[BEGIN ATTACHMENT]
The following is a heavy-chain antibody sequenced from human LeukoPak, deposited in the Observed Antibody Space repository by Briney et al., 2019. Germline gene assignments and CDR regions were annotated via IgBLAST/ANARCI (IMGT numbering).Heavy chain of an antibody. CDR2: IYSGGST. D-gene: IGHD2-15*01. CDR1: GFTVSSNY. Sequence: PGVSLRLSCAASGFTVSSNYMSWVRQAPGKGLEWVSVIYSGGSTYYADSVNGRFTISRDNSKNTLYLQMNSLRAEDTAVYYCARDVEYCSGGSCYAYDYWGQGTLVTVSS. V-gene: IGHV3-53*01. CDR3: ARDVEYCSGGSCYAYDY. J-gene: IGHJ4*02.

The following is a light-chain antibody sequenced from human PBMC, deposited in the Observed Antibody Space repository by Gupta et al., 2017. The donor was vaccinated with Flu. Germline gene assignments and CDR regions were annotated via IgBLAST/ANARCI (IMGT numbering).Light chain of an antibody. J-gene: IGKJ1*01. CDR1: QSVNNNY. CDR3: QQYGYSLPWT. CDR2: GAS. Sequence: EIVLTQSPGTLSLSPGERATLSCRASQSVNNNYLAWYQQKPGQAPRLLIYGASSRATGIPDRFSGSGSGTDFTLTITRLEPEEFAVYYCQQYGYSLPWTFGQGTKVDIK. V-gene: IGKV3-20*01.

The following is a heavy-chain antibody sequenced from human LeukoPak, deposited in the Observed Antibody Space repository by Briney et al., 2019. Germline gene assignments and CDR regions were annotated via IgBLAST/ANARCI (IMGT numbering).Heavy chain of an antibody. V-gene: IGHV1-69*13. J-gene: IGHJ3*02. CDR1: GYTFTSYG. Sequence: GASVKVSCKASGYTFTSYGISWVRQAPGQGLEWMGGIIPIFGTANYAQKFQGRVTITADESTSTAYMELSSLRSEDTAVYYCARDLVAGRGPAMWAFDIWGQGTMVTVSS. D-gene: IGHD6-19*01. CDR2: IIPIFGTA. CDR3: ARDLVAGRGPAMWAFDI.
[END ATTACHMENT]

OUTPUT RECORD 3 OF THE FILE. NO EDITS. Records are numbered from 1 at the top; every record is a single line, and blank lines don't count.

The following is a heavy-chain antibody sequenced from human LeukoPak, deposited in the Observed Antibody Space repository by Briney et al., 2019. Germline gene assignments and CDR regions were annotated via IgBLAST/ANARCI (IMGT numbering).Heavy chain of an antibody. V-gene: IGHV1-69*13. J-gene: IGHJ3*02. CDR1: GYTFTSYG. Sequence: GASVKVSCKASGYTFTSYGISWVRQAPGQGLEWMGGIIPIFGTANYAQKFQGRVTITADESTSTAYMELSSLRSEDTAVYYCARDLVAGRGPAMWAFDIWGQGTMVTVSS. D-gene: IGHD6-19*01. CDR2: IIPIFGTA. CDR3: ARDLVAGRGPAMWAFDI.